UK leaders jostle as Johnson digs into the final weeks

LONDON -- Rishi Sunak, former British Treasury chief, officially launched his campaign for replacing Boris Johnson as Prime Minister.

UK leaders jostle as Johnson digs into the final weeks

LONDON -- Rishi Sunak, former British Treasury chief, officially launched his campaign for replacing Boris Johnson as Prime Minister. He jumped to the front of a large group of Conservative Party candidates -- even though some party lawmakers tried to push to remove the scandal-tainted Johnson from office before his replacement is elected in the summer.

Johnson resigned on Thursday, a shocking change after months of insisting that he would remain in the job despite growing Conservative discontent and ethics scandals.

With a statement outside 10 Downing St., Johnson announced his resignation as party leader. However, he said that he would remain as prime minister until a successor is selected by the party. Some Conservative colleagues were not happy with Johnson's decision. They worry that Johnson doesn't have the authority to stay on or could cause mischief as a caretaker pm.

James Cleverly was named education secretary on Thursday following the resignation of his predecessor. He defended Johnson’s decision to remain.

Cleverly stated to Sky News that Cleverly said that it was right for him to step down. He also put in place a team to continue governing while the selection process flows for his successor.

On Monday, party officials will announce the timeline for a leadership contest with the goal of having a winner before the end of summer. Two-step process: Tory lawmakers vote to reduce the field to two candidates, and then they will be put to a ballot by all members of the party.

Sunak, whose resignation this Week helped to topple Johnson's, launched his campaign this week with a polished video portraying himself as a serious leader capable of "gripping this moment and making the right decisions."

"Do we face this moment with honesty and seriousness? Or do we tell ourselves fairy tales to make us feel better, but leave our children in worse shape tomorrow?" Sunak was one of the favorite bookies to win the contest.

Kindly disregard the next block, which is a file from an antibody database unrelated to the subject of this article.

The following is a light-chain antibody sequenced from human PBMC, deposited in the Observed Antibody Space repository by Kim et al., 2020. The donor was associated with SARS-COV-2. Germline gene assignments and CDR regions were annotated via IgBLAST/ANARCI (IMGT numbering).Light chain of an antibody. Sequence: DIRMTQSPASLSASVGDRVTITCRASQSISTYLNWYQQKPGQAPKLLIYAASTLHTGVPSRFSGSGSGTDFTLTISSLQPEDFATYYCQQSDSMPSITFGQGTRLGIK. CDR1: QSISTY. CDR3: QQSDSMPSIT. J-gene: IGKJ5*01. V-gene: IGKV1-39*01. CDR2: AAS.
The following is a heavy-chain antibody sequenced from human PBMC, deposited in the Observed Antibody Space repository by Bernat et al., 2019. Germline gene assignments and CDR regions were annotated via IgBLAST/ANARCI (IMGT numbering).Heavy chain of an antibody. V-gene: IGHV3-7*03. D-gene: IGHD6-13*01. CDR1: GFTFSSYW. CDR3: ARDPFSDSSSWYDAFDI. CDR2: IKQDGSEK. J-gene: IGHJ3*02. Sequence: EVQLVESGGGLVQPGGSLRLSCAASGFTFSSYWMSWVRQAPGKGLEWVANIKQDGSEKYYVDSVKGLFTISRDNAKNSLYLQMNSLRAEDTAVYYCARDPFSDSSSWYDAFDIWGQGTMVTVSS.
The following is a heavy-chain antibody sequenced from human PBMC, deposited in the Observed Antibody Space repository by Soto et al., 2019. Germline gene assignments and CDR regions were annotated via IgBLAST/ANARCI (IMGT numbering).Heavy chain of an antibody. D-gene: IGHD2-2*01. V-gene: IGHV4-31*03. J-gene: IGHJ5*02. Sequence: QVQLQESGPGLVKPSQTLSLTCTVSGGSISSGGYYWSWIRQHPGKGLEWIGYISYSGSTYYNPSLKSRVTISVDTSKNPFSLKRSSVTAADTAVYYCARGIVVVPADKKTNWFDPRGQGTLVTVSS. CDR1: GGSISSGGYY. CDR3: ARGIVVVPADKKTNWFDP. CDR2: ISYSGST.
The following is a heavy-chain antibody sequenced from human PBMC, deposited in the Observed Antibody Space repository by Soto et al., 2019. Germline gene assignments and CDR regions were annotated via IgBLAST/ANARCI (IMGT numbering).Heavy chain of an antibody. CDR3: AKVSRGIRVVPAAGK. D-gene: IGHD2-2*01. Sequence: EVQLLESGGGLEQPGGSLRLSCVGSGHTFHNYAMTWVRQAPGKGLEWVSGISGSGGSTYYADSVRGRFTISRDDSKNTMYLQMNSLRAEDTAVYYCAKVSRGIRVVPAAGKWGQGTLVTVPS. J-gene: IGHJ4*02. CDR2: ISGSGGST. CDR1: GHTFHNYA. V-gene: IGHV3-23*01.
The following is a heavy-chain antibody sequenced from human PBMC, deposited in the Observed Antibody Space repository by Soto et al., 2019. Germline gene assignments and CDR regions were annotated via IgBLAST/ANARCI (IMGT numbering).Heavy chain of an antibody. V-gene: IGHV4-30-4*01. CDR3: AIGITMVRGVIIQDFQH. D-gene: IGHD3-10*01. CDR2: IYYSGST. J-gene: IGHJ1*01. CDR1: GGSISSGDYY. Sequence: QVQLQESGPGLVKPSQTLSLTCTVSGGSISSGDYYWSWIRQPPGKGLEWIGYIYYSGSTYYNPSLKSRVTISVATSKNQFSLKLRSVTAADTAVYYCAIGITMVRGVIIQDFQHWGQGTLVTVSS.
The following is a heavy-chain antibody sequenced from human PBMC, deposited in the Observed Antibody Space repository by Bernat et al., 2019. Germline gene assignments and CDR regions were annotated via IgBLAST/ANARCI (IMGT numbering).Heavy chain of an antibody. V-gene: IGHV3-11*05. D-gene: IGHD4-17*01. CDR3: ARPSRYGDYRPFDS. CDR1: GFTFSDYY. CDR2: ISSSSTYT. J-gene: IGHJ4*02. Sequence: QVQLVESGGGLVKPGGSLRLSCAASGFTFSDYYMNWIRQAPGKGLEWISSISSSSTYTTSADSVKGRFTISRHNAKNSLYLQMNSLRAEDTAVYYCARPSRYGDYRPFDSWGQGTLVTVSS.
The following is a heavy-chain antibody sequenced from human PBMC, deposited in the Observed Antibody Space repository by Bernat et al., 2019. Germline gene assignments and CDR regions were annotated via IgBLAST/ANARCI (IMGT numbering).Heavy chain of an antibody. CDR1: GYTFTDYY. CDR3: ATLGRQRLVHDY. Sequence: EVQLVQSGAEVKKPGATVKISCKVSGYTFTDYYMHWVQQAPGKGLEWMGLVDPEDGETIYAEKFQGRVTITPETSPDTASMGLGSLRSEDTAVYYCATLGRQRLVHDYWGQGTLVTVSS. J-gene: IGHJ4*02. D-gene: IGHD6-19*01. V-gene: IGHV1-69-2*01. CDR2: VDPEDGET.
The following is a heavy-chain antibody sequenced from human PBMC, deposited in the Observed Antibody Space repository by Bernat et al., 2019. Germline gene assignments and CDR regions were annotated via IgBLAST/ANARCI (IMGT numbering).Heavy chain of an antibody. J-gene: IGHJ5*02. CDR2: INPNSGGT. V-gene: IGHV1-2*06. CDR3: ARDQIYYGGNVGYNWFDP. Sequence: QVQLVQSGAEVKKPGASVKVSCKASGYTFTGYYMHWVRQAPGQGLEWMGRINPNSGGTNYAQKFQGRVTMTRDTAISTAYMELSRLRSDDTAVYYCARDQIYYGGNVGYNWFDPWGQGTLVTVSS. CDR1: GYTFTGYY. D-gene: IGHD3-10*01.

Tom Tugendhat (who chairs the House of Commons' influential Foreign Affairs Committee) and Attorney General Suella Braverman are also in the race. Other potential contenders include Sajid Javid (ex-Health Secretary), Liz Truss (Foreign Secretary), Ben Wallace (Defense Secretary) and Nadhim Zahawi (Education Secretary).

Tony Travers, professor of Government at the London School of Economics said that the party would seek a leader who is "a bit less exciting than Johnson."

He said, "Less thrilling, but more competent."

Johnson is still in office as a top-ranking member of a temporary administration, but many Conservatives believe a lame duck leader is what the country needs in the midst of Russia's war with Ukraine and an increasing cost-of-living crisis caused by rising food and energy costs.

Max Blain, the prime minister's spokesperson, stated that Johnson would adhere to political convention and "stick to pre-agreed policy" in his remaining time. Johnson's limping government is pushing ahead with contentious legislation to undo parts of its Brexit agreement with the European Union and with a plan for Rwanda to receive asylum-seekers. This is currently being challenged in court.